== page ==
BWW Blog: Tony Isbell On Casting
I began my work in the theatre as an actor. That was the passion that first led me to the stage as a young man. After a few years, the opportunity arose and I tried my hand at directing. I've been doing both for a long time now. Because I both act in plays and direct them, I sometimes get asked something along the lines of "Do you think of yourself as an actor or a director?" My answer is always the same: I am an actor who directs. I don't mean the answer to be flip or facetious. The fact that I was, and still remain, an actor at my core informs the way I direct a play.
Harley Granville-Barker said: "The art of the theatre is the art of acting or it is nothing." I completely agree with this. For me, the primacy of acting in the theatre is self-evident. By saying this I don't mean to denigrate any of the other aspects of play production. Playwriting, directing, set design, lights, costumes and on and on are all important and bring much to the table. Ultimately, all the different pieces must come together to present the theatrical experience to the audience. But the most immediate thing the audience relates to is the acting, the living, breathing story taking place before them.
So casting a play is the most important job of a director. Harold Clurman was once asked how to be a good director. He responded by saying, "Pick a good script, cast good actors and you'll be a good director." Truer words have never been spoken.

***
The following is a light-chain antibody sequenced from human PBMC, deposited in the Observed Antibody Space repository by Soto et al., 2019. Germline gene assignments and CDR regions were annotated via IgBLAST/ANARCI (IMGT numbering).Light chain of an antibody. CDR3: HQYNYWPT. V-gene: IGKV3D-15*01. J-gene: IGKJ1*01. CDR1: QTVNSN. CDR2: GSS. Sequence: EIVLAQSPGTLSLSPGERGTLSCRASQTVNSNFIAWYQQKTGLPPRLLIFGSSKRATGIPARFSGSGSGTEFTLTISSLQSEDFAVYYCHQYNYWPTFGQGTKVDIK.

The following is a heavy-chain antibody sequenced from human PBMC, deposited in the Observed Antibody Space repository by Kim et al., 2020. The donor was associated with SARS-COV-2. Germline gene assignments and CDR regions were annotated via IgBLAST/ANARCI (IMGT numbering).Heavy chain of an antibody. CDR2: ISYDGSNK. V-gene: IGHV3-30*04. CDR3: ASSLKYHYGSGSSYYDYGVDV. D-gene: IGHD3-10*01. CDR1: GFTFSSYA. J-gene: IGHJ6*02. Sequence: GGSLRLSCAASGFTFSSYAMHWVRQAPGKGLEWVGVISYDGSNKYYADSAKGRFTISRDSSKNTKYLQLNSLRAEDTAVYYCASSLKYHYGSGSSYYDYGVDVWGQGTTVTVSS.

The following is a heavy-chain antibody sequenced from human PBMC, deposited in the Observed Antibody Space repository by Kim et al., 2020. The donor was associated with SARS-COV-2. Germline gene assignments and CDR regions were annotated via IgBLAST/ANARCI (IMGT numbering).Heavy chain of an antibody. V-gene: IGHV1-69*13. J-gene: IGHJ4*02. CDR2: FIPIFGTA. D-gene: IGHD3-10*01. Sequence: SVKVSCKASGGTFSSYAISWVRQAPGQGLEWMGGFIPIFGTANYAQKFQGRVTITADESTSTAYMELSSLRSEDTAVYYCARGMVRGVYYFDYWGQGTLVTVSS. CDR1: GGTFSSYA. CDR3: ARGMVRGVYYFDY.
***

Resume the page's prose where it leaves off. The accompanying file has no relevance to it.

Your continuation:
The first part of this formulation was taken care of for me when I was offered the chance to direct Death of a Salesman. Universally acknowledged as one of the greatest scripts of the American theatre, Arthur Miller's play is also one of the most honored, with a long history of stellar productions. Pick a good script, indeed.
The second part, casting good actors, was a task I approached with a mixture of excitement and trepidation. In this case, some of the people who auditioned for me I had worked with in the past, either as a fellow actor, a director or in some cases, both. Others were actors I did not know. Trying to find the right balance, the right person to play each of the roles could make or break my production.
In my mind, I tried different combinations of actors, trying to imagine what kind of ensemble they would form, what strengths and weaknesses each would bring to the show. At this point in the process, you have to rely on instincts as much as any kind of rational formula. Finally, I made my decisions, casting a mixture of actors I had worked with in the past as well as several of the people who were unknown to me.
As rehearsals have progressed and the cast has formed a true company, I feel confident that I made the right choices. I think we are on our way to a good production. I got the first part of my job right. The rest is just details.